Jim Harbaugh says Ohio State hurt Michigan with a lot of ‘speed plays,’ and ‘we take responsibility’ for the 62-39 debacle, Nov. 24, 2018.
Nick Baumgardner, Freep
Michigan’s football team officially got back to work Monday in Ann Arbor.
The Wolverines have a bowl destination (the Peach Bowl). They have a new opponent (Florida). They have a new goal (11 wins).
But the Ohio State cloud isn’t going anywhere.
Speaking with reporters Monday, Michigan co-captain Ben Bredeson was asked about Ohio State. About what his response would be to those who have suggested Michigan may never pass the Buckeyes after a seventh straight loss and 14 in the last 15 tries.
Right now, there is not much to offer.
“I don’t read the news, really,” Bredeson said. “But to each their own. If you want to write that, freedom of the press. You can do whatever you want.
“But we’ll find out in a year.”
Michigan is not going to spend the next month talking about getting blown off the field at Ohio State. Right now, it’s not productive.
The Wolverines, believe it or not, can accomplish plenty before and during the Peach Bowl against Florida. Roster development is always critical this time of year. Good vibes don’t hurt anything, either, especially recruiting.
But this cloud isn’t going anywhere. And right now, Michigan’s program seems to be at a point where little else truly matters.
Jim Harbaugh’s program, as of today, appears to be close to establishing itself as the second-best outfit in the league. Penn State has recruited very well under James Franklin and will have a say in that conversation. Maybe Mark Dantonio can circle the wagons again at Michigan State. Maybe Wisconsin gathers itself after a bad year or something unexpected happens elsewhere.
But Harbaugh has won more than he’s lost against the Nittany Lions and Badgers. He’s pulled even at 2-2 against the Spartans. Michigan is in its second New Year’s Six game in the past three years. There’s only one dragon left.
It’s the biggest one. And while Michigan’s final push through the Peach Bowl is to clinch an 11-win season for the first time since 2011, the big question will be sitting there for the next 12 months.
And everyone knows it.
“We’ll learn from it, it is what it is,” Michigan safety Josh Metellus said. “It didn’t go our way, we know that. We know we have to fix certain things, things we didn’t have to fix earlier because they didn’t happen before. Now we know.”
Michigan sophomore receiver Donovan Peoples-Jones was asked what went wrong in Columbus.
His answer was simple.
“We didn’t win,” he said.
As he often does, Harbaugh had a prepared line Sunday night when asked about how the program will respond after the Ohio State collapse.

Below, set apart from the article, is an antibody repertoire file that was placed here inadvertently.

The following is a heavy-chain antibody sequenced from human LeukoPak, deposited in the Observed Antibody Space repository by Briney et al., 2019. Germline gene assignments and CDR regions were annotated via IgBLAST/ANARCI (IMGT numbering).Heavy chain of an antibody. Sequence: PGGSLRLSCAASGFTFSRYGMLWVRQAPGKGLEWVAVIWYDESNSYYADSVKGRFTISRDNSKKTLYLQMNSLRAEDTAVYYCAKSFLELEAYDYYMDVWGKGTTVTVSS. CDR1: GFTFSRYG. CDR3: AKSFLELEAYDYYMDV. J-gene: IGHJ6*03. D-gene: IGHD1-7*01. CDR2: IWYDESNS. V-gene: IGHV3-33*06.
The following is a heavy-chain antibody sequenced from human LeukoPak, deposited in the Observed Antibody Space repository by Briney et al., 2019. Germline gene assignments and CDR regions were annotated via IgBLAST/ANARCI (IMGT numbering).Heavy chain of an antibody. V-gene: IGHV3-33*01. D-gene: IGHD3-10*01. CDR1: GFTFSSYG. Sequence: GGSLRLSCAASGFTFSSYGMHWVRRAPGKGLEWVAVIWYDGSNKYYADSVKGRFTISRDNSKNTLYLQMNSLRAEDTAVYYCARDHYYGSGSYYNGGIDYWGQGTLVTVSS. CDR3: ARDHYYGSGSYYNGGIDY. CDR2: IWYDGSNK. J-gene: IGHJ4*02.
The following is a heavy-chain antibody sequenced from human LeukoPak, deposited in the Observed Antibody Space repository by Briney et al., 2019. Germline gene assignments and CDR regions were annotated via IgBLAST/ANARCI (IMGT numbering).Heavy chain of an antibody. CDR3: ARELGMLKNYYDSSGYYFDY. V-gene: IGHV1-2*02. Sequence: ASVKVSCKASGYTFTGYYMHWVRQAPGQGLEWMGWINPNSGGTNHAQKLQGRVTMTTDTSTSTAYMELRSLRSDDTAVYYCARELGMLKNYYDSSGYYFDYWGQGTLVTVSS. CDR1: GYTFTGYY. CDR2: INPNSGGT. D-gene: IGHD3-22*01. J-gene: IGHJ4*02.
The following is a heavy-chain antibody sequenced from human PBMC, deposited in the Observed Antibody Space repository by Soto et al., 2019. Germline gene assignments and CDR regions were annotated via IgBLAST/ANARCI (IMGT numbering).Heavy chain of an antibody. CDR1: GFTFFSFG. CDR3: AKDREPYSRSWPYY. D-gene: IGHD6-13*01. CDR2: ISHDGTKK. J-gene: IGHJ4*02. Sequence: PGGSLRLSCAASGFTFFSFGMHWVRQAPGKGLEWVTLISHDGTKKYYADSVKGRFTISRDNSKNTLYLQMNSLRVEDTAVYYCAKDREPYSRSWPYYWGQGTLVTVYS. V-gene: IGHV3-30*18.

He talked about Michigan’s improved ability to respond to adversity. He praised his coaches. He praised his players. With one caveat.
“It just means the work isn’t done,” he said, twice.
It’s not done in the grand scheme. It’s not done this season either.
Michigan has dropped its last two bowl games after deflating losses against Ohio State. The 2016 team fell behind early against Florida State in the Orange Bowl, came back to grab a lead but ultimately fell apart late.
The 2017 team jumped on South Carolina early in the Outback Bowl, but slowly collapsed — leaving with an embarrassing loss at the end of a deflating season.
The theme, of course, is finishing. Michigan hasn’t been able to finish its regular seasons against Ohio State. Hasn’t been able to finish the last two bowl games.
Someone has to start finishing.
“We’re really sick of losing the last game of the year. Ohio State or the bowl game. We’re trying to change that right now, trying to finish things out,” Bredeson added. “This team’s handled adversity better than any team I’ve been on since I’ve been here. If there’s one group that’ll bounce back and get a big win at the end of the year, I think it’ll be this one.”
A win over Florida in Atlanta would be a positive for Michigan entering the offseason. Returning players feel better about themselves. Recruiting can finish strong. The overall vibe won’t be as sour.
But even so, the Ohio State loss is going to linger.
It’ll linger for a full year. Probably every day. And it probably should.
Michigan will now focus on putting one foot in front of the other with the biggest mission firmly planted inside its mind.
“We’ve had a hell of a year here. We lost to two rivals and everyone tries to make it out like we’ve had a bad year, we finished 10-2. It’s not the year everyone wanted, but it’s a great year,” Bredeson said. “Just the vibe some of the guys get from you guys, the media. Around ourselves, too. We had all these high hopes. Those were taken away.
“So you want to finish out the year with something great.”
Contact Nick Baumgardner: firstname.lastname@example.org. Follow him on Twitter @nickbaumgardner.